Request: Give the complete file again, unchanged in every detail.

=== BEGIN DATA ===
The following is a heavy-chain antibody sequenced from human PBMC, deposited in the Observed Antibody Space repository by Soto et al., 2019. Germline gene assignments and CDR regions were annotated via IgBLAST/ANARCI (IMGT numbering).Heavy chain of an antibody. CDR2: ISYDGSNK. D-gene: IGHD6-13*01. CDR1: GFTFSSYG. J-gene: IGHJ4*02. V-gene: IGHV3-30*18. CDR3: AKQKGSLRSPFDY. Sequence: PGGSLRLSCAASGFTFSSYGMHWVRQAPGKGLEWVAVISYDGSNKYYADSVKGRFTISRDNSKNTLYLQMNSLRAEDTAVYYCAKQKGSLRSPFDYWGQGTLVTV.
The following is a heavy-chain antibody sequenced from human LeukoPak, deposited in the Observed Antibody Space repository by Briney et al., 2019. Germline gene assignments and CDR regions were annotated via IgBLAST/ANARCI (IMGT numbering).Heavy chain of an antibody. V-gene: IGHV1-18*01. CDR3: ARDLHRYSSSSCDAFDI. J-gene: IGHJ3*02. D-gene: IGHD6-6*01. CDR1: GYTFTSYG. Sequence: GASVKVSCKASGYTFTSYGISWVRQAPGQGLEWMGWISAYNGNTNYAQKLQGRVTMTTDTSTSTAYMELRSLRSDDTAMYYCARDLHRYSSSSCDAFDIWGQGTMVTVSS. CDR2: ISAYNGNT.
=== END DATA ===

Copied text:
The following is a heavy-chain antibody sequenced from human PBMC, deposited in the Observed Antibody Space repository by Soto et al., 2019. Germline gene assignments and CDR regions were annotated via IgBLAST/ANARCI (IMGT numbering).Heavy chain of an antibody. CDR2: ISYDGSNK. D-gene: IGHD6-13*01. CDR1: GFTFSSYG. J-gene: IGHJ4*02. V-gene: IGHV3-30*18. CDR3: AKQKGSLRSPFDY. Sequence: PGGSLRLSCAASGFTFSSYGMHWVRQAPGKGLEWVAVISYDGSNKYYADSVKGRFTISRDNSKNTLYLQMNSLRAEDTAVYYCAKQKGSLRSPFDYWGQGTLVTV.
The following is a heavy-chain antibody sequenced from human LeukoPak, deposited in the Observed Antibody Space repository by Briney et al., 2019. Germline gene assignments and CDR regions were annotated via IgBLAST/ANARCI (IMGT numbering).Heavy chain of an antibody. V-gene: IGHV1-18*01. CDR3: ARDLHRYSSSSCDAFDI. J-gene: IGHJ3*02. D-gene: IGHD6-6*01. CDR1: GYTFTSYG. Sequence: GASVKVSCKASGYTFTSYGISWVRQAPGQGLEWMGWISAYNGNTNYAQKLQGRVTMTTDTSTSTAYMELRSLRSDDTAMYYCARDLHRYSSSSCDAFDIWGQGTMVTVSS. CDR2: ISAYNGNT.